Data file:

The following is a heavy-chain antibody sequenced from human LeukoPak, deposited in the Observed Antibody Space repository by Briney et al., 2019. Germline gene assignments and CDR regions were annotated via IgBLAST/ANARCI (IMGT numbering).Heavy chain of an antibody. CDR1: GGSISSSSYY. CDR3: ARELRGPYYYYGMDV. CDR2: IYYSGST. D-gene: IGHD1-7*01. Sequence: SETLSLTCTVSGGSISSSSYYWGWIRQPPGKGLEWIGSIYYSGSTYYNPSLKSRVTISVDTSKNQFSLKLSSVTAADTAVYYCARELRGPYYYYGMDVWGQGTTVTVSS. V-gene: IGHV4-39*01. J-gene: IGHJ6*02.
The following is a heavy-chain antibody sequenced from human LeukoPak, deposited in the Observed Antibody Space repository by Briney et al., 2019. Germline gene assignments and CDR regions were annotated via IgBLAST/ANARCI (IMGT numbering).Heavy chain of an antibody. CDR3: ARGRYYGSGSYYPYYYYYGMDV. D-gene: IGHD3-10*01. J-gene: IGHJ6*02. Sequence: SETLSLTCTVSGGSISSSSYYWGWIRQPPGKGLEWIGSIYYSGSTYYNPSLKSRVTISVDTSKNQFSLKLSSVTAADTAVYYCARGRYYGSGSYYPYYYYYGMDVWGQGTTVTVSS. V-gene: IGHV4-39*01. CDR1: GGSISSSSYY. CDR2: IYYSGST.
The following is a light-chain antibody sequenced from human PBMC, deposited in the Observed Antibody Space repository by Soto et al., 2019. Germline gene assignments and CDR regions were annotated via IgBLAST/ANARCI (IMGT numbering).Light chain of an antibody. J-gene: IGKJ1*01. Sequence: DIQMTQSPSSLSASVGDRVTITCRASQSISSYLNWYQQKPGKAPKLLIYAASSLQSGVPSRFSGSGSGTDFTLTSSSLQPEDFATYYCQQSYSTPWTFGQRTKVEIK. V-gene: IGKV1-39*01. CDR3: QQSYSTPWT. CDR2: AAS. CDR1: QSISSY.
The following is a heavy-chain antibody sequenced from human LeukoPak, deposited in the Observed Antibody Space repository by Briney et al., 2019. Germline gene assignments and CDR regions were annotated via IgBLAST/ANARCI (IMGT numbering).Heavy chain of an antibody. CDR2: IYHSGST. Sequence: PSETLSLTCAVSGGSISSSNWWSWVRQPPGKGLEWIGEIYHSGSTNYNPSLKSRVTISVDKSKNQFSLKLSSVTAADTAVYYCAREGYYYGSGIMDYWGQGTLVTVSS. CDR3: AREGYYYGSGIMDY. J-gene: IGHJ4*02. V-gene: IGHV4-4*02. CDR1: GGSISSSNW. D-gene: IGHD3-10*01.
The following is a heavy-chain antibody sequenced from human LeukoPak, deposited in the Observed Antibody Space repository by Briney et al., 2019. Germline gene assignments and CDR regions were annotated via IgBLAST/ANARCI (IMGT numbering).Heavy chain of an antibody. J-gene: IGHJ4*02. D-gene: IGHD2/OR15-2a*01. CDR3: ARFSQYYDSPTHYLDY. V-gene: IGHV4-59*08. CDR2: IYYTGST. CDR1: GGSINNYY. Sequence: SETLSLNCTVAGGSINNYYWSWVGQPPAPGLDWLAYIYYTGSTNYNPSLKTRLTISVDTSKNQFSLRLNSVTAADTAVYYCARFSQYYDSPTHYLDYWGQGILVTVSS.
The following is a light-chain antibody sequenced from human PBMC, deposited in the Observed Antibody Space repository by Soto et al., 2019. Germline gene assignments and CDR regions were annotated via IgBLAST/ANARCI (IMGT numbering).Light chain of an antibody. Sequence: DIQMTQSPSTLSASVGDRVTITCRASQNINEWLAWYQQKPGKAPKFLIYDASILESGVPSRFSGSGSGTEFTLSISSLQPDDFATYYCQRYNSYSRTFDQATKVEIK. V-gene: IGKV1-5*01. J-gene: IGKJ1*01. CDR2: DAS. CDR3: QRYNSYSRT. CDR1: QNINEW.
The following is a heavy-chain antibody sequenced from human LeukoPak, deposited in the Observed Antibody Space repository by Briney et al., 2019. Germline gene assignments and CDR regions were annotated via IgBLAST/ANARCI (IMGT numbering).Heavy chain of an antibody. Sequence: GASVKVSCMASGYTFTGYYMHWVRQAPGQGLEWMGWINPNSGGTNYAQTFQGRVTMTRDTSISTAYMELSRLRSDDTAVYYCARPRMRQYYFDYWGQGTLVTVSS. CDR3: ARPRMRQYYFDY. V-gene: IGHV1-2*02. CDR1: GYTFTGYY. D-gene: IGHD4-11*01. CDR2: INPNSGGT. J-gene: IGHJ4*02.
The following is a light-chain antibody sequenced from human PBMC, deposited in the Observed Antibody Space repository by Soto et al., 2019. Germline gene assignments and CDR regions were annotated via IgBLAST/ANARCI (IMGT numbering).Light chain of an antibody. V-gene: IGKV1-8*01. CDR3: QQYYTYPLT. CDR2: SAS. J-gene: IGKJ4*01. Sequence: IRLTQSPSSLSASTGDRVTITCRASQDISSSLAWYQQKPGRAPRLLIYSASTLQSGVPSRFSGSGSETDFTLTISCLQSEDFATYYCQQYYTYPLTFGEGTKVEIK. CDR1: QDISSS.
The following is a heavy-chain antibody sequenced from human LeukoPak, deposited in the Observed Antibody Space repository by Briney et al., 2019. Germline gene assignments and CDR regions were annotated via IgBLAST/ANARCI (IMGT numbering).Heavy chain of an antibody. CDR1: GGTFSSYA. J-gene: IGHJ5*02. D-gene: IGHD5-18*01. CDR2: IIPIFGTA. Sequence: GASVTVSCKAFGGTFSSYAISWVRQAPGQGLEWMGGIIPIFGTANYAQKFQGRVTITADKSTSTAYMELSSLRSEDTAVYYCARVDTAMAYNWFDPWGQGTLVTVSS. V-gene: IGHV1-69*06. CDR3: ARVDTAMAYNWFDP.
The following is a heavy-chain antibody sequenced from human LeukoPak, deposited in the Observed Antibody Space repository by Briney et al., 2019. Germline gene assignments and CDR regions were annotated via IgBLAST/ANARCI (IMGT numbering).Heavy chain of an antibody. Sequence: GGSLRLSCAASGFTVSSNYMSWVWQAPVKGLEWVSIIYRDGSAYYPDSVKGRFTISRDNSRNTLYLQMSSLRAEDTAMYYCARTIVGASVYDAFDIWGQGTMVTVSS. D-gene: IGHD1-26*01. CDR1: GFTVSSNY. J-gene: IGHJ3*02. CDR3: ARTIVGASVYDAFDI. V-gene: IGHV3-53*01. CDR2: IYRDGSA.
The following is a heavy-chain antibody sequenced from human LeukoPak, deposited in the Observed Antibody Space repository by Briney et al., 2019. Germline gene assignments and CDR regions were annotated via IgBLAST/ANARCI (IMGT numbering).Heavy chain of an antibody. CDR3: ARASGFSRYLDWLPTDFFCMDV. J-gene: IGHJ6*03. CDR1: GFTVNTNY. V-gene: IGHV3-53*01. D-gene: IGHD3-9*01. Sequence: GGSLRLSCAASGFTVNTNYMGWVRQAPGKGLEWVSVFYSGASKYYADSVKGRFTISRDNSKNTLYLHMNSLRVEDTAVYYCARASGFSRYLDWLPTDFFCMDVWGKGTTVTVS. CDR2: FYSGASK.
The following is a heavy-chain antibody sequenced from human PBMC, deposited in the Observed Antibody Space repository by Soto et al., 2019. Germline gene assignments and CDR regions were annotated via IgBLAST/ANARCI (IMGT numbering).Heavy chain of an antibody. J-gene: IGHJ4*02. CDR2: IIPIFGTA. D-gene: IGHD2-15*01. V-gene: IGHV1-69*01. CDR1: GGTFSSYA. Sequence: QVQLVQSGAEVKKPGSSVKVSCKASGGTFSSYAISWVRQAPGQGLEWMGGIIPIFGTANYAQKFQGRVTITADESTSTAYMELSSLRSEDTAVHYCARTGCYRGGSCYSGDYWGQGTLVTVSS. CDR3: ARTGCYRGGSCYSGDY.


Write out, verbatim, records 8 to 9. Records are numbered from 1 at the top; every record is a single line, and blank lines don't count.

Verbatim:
The following is a light-chain antibody sequenced from human PBMC, deposited in the Observed Antibody Space repository by Soto et al., 2019. Germline gene assignments and CDR regions were annotated via IgBLAST/ANARCI (IMGT numbering).Light chain of an antibody. V-gene: IGKV1-8*01. CDR3: QQYYTYPLT. CDR2: SAS. J-gene: IGKJ4*01. Sequence: IRLTQSPSSLSASTGDRVTITCRASQDISSSLAWYQQKPGRAPRLLIYSASTLQSGVPSRFSGSGSETDFTLTISCLQSEDFATYYCQQYYTYPLTFGEGTKVEIK. CDR1: QDISSS.
The following is a heavy-chain antibody sequenced from human LeukoPak, deposited in the Observed Antibody Space repository by Briney et al., 2019. Germline gene assignments and CDR regions were annotated via IgBLAST/ANARCI (IMGT numbering).Heavy chain of an antibody. CDR1: GGTFSSYA. J-gene: IGHJ5*02. D-gene: IGHD5-18*01. CDR2: IIPIFGTA. Sequence: GASVTVSCKAFGGTFSSYAISWVRQAPGQGLEWMGGIIPIFGTANYAQKFQGRVTITADKSTSTAYMELSSLRSEDTAVYYCARVDTAMAYNWFDPWGQGTLVTVSS. V-gene: IGHV1-69*06. CDR3: ARVDTAMAYNWFDP.